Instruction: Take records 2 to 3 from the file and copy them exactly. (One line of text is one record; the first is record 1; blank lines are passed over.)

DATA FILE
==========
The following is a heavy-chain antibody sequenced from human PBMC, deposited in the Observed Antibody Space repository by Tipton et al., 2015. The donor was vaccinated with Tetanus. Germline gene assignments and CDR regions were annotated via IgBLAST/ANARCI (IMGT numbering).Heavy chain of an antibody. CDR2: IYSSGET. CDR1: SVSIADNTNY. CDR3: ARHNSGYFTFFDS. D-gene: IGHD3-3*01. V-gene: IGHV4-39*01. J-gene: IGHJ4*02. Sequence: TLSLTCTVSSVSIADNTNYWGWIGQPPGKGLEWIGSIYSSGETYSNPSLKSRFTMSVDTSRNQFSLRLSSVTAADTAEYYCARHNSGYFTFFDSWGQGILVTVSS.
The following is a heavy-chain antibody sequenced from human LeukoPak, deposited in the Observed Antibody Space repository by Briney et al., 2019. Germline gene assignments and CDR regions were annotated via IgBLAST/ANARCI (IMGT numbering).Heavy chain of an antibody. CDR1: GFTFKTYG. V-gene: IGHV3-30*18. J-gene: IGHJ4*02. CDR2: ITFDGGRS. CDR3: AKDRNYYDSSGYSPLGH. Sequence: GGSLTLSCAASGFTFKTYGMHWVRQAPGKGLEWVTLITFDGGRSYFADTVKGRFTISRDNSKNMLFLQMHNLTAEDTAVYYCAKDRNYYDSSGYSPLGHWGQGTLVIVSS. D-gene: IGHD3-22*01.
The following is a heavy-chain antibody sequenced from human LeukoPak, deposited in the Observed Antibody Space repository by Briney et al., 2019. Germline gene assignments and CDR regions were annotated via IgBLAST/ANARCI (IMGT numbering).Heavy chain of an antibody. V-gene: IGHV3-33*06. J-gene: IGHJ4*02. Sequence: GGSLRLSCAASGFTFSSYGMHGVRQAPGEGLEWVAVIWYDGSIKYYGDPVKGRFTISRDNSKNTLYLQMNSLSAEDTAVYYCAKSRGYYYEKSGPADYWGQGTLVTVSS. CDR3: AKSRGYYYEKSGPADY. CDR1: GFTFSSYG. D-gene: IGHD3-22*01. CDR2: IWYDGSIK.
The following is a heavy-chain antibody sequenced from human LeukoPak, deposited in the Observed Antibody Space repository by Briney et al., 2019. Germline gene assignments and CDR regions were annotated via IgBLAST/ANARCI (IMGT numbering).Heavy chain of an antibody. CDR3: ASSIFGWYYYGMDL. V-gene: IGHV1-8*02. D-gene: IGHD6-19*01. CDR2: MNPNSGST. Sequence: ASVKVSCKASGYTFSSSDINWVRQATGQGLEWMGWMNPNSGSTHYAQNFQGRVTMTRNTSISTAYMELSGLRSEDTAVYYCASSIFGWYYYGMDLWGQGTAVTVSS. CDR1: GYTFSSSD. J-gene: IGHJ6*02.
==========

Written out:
The following is a heavy-chain antibody sequenced from human LeukoPak, deposited in the Observed Antibody Space repository by Briney et al., 2019. Germline gene assignments and CDR regions were annotated via IgBLAST/ANARCI (IMGT numbering).Heavy chain of an antibody. CDR1: GFTFKTYG. V-gene: IGHV3-30*18. J-gene: IGHJ4*02. CDR2: ITFDGGRS. CDR3: AKDRNYYDSSGYSPLGH. Sequence: GGSLTLSCAASGFTFKTYGMHWVRQAPGKGLEWVTLITFDGGRSYFADTVKGRFTISRDNSKNMLFLQMHNLTAEDTAVYYCAKDRNYYDSSGYSPLGHWGQGTLVIVSS. D-gene: IGHD3-22*01.
The following is a heavy-chain antibody sequenced from human LeukoPak, deposited in the Observed Antibody Space repository by Briney et al., 2019. Germline gene assignments and CDR regions were annotated via IgBLAST/ANARCI (IMGT numbering).Heavy chain of an antibody. V-gene: IGHV3-33*06. J-gene: IGHJ4*02. Sequence: GGSLRLSCAASGFTFSSYGMHGVRQAPGEGLEWVAVIWYDGSIKYYGDPVKGRFTISRDNSKNTLYLQMNSLSAEDTAVYYCAKSRGYYYEKSGPADYWGQGTLVTVSS. CDR3: AKSRGYYYEKSGPADY. CDR1: GFTFSSYG. D-gene: IGHD3-22*01. CDR2: IWYDGSIK.